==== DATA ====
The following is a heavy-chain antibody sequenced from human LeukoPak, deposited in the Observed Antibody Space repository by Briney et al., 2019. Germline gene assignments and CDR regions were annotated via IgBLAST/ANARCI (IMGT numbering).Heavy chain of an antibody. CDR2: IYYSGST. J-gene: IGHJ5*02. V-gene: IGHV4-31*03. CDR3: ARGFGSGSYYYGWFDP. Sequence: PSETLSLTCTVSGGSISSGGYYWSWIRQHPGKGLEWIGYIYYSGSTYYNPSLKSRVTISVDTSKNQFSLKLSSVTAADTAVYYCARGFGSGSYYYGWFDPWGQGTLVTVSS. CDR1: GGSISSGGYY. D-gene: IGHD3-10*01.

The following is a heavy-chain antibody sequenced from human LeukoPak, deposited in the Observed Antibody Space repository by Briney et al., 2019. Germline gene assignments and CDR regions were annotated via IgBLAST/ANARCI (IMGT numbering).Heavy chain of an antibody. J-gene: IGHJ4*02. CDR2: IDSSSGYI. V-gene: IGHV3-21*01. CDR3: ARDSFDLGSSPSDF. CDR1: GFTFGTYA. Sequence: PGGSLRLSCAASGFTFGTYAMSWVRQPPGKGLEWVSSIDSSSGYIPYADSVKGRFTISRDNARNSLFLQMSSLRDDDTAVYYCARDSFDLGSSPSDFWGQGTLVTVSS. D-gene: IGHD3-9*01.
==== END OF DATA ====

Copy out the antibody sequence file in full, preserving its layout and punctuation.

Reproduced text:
The following is a heavy-chain antibody sequenced from human LeukoPak, deposited in the Observed Antibody Space repository by Briney et al., 2019. Germline gene assignments and CDR regions were annotated via IgBLAST/ANARCI (IMGT numbering).Heavy chain of an antibody. CDR2: IYYSGST. J-gene: IGHJ5*02. V-gene: IGHV4-31*03. CDR3: ARGFGSGSYYYGWFDP. Sequence: PSETLSLTCTVSGGSISSGGYYWSWIRQHPGKGLEWIGYIYYSGSTYYNPSLKSRVTISVDTSKNQFSLKLSSVTAADTAVYYCARGFGSGSYYYGWFDPWGQGTLVTVSS. CDR1: GGSISSGGYY. D-gene: IGHD3-10*01.

The following is a heavy-chain antibody sequenced from human LeukoPak, deposited in the Observed Antibody Space repository by Briney et al., 2019. Germline gene assignments and CDR regions were annotated via IgBLAST/ANARCI (IMGT numbering).Heavy chain of an antibody. J-gene: IGHJ4*02. CDR2: IDSSSGYI. V-gene: IGHV3-21*01. CDR3: ARDSFDLGSSPSDF. CDR1: GFTFGTYA. Sequence: PGGSLRLSCAASGFTFGTYAMSWVRQPPGKGLEWVSSIDSSSGYIPYADSVKGRFTISRDNARNSLFLQMSSLRDDDTAVYYCARDSFDLGSSPSDFWGQGTLVTVSS. D-gene: IGHD3-9*01.